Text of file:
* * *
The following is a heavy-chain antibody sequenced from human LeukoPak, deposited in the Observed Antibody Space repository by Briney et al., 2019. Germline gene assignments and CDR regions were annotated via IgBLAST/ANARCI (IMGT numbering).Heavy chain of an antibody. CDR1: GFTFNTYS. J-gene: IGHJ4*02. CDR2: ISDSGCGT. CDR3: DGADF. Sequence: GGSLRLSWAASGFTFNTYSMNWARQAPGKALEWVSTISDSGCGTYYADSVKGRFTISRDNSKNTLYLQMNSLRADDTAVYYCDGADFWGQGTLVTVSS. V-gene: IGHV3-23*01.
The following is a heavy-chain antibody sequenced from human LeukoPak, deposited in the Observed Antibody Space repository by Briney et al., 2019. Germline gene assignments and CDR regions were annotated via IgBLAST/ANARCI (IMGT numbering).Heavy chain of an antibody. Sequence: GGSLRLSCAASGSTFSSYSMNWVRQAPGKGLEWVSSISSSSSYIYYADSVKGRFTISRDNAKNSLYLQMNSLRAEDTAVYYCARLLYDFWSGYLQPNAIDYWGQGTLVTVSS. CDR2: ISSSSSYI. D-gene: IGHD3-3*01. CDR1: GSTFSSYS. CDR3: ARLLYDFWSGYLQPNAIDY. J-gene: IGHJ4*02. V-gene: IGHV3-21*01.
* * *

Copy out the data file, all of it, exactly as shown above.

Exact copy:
The following is a heavy-chain antibody sequenced from human LeukoPak, deposited in the Observed Antibody Space repository by Briney et al., 2019. Germline gene assignments and CDR regions were annotated via IgBLAST/ANARCI (IMGT numbering).Heavy chain of an antibody. CDR1: GFTFNTYS. J-gene: IGHJ4*02. CDR2: ISDSGCGT. CDR3: DGADF. Sequence: GGSLRLSWAASGFTFNTYSMNWARQAPGKALEWVSTISDSGCGTYYADSVKGRFTISRDNSKNTLYLQMNSLRADDTAVYYCDGADFWGQGTLVTVSS. V-gene: IGHV3-23*01.
The following is a heavy-chain antibody sequenced from human LeukoPak, deposited in the Observed Antibody Space repository by Briney et al., 2019. Germline gene assignments and CDR regions were annotated via IgBLAST/ANARCI (IMGT numbering).Heavy chain of an antibody. Sequence: GGSLRLSCAASGSTFSSYSMNWVRQAPGKGLEWVSSISSSSSYIYYADSVKGRFTISRDNAKNSLYLQMNSLRAEDTAVYYCARLLYDFWSGYLQPNAIDYWGQGTLVTVSS. CDR2: ISSSSSYI. D-gene: IGHD3-3*01. CDR1: GSTFSSYS. CDR3: ARLLYDFWSGYLQPNAIDY. J-gene: IGHJ4*02. V-gene: IGHV3-21*01.